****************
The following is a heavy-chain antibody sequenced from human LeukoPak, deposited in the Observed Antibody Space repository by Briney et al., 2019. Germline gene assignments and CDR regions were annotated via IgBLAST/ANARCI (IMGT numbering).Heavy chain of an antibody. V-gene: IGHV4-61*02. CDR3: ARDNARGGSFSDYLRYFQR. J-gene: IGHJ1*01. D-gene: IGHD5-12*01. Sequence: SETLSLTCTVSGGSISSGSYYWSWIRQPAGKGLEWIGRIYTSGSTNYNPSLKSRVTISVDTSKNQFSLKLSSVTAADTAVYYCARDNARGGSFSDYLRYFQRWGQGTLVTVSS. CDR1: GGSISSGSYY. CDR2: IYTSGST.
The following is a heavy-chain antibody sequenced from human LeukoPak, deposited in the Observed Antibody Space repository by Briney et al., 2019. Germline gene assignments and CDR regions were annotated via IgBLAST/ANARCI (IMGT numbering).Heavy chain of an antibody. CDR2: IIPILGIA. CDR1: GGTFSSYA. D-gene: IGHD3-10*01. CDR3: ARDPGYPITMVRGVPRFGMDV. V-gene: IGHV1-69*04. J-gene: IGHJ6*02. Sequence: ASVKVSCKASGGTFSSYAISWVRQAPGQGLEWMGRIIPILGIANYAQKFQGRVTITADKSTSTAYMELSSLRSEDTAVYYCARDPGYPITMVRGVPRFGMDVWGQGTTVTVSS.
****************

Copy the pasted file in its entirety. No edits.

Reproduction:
The following is a heavy-chain antibody sequenced from human LeukoPak, deposited in the Observed Antibody Space repository by Briney et al., 2019. Germline gene assignments and CDR regions were annotated via IgBLAST/ANARCI (IMGT numbering).Heavy chain of an antibody. V-gene: IGHV4-61*02. CDR3: ARDNARGGSFSDYLRYFQR. J-gene: IGHJ1*01. D-gene: IGHD5-12*01. Sequence: SETLSLTCTVSGGSISSGSYYWSWIRQPAGKGLEWIGRIYTSGSTNYNPSLKSRVTISVDTSKNQFSLKLSSVTAADTAVYYCARDNARGGSFSDYLRYFQRWGQGTLVTVSS. CDR1: GGSISSGSYY. CDR2: IYTSGST.
The following is a heavy-chain antibody sequenced from human LeukoPak, deposited in the Observed Antibody Space repository by Briney et al., 2019. Germline gene assignments and CDR regions were annotated via IgBLAST/ANARCI (IMGT numbering).Heavy chain of an antibody. CDR2: IIPILGIA. CDR1: GGTFSSYA. D-gene: IGHD3-10*01. CDR3: ARDPGYPITMVRGVPRFGMDV. V-gene: IGHV1-69*04. J-gene: IGHJ6*02. Sequence: ASVKVSCKASGGTFSSYAISWVRQAPGQGLEWMGRIIPILGIANYAQKFQGRVTITADKSTSTAYMELSSLRSEDTAVYYCARDPGYPITMVRGVPRFGMDVWGQGTTVTVSS.